How to Keep Bird Feeders Clean (Top Tips for Avoiding Salmonella)

Bird feeder

Here in the Pacific Northwest, Pine siskins have been dying from a Salmonella outbreak this winter. We’ve found over 125 dead in my city alone.  Bird feeders need to be kept clean and the seeds should be kept dry. Otherwise, diseases such as salmonella can spread quickly. 

We can keep our wild birds safe and disease free by providing clean and healthy bird feeders.  Here are four simple steps you can follow: 

  1. Choose an appropriate feeder with rain protection,
  2. Keep your seeds dry and fresh,
  3. Clean your feeders at least once a month, 
  4. Use a variety of feeder types to help various species and to reduce crowding. 
Male Pine Siskin (Dick Daniels on Wikimedia)

You may be surprised to learn that some birds, such as Pine Siskins, are especially susceptible to Salmonella.  Imagine a world without the antics of these little flying dinosaurs all around us! Watching them empty our feeders reminds us how important it is to keep our birds healthy – especially during the cold months of winter. 

How to Keep Wild Birds Healthy 

FIRST PRIORITY: Buy a feeder that has rain and snow protection.  

This Audubon feeder has good rain protection. Photo by Jan Cadieux

Wet seed grows mold and spreads diseases such as salmonella, avian pox, aspergillosis, and trichomoniasis. These diseases kill the birds we are trying to help during the winter and migration periods.  

Salmonella is contagious to humans and pets. Wet or fallen seeds and droppings should be carefully cleaned up and disposed of in the garbage.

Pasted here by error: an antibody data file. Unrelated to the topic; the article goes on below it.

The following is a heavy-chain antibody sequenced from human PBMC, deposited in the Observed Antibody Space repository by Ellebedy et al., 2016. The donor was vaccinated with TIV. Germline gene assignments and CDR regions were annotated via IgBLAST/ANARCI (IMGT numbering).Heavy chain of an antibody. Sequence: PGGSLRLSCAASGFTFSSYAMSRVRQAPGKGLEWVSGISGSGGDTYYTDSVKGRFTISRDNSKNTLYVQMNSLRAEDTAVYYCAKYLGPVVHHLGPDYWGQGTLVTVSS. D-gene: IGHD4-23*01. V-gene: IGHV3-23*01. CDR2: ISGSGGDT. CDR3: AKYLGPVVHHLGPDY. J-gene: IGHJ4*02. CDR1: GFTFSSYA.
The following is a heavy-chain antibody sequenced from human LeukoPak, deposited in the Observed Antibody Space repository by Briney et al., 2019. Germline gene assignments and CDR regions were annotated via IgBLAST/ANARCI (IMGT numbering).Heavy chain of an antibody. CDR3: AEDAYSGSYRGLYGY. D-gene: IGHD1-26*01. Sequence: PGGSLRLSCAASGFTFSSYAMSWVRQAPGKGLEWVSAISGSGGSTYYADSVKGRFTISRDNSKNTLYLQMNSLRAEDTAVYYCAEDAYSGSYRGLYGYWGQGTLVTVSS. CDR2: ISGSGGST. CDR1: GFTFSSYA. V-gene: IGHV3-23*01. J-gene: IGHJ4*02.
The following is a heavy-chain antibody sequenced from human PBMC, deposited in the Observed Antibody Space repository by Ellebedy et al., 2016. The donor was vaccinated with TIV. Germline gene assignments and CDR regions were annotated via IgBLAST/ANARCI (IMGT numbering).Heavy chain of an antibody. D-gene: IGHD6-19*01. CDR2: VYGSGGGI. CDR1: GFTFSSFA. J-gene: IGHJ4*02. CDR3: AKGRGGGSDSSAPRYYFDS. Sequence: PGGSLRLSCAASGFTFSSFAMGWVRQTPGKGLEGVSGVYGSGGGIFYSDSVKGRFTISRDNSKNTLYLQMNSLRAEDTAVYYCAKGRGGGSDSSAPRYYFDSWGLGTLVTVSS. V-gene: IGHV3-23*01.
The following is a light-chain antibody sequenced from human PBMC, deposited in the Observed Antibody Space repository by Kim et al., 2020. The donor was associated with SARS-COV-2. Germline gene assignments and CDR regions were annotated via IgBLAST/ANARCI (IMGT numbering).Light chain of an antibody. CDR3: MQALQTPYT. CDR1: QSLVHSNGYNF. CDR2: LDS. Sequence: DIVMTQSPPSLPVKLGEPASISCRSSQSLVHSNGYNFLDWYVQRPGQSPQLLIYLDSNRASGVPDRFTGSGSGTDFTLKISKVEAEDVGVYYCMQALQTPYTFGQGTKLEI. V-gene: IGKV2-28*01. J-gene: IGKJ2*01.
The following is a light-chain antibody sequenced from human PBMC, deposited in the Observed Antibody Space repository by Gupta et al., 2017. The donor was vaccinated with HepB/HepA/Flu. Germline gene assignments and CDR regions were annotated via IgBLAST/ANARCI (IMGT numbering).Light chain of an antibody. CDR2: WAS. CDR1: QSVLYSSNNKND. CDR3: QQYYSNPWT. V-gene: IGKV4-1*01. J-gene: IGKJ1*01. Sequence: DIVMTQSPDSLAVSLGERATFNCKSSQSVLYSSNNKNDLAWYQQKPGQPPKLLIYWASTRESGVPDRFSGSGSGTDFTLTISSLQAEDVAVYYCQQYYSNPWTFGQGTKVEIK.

A large collecting tray, or a large cookie baking sheet, catches the mess and can be emptied each evening into the garbage, making clean up easier. Please remember to wash hands carefully afterwards so you stay healthy. 

How to clean your feeder

Here are our recommended steps to keeping your feeder clean. Try to perform these at least once a month, and preferably every week or two.

  • First, discard any remaining seeds, 
  • Using soap and water, clean all nooks and crannies, 
  • Wash a second time using a 10 per cent bleach solution, 
  • Rinse and air dry. 

Bird Feeder Tips 

Watch my video about the best bird feeders I’ve found after trying several types for over two months, along with some tips for use.

EASIEST Bird Feeders:  

Suet Block Cage:  

Pros:  

  • Seeds are protected from water by the suet. 
  • Very little seed is wasted.  
  • Attractive to Blue jays, Flickers, Woodpeckers and smaller birds. 
  • Easily prepared at home.

Here’s a quick and easy recipe for making your own suet at home:

  • Black oil sunflower seeds are a favorite. Put 2 inches of seeds into a yogurt container and adding melted shortening to cover seeds,
  • Place into the fridge until solidified,
  • Pop the block into one of the easily available hanging cages. 

Con: Needs to be protected from greedy squirrels! 

Hummingbird Feeder 

  • Buy a well- made red feeder from a reputable store that won’t fall apart and can be easily cleaned. They are not expensive.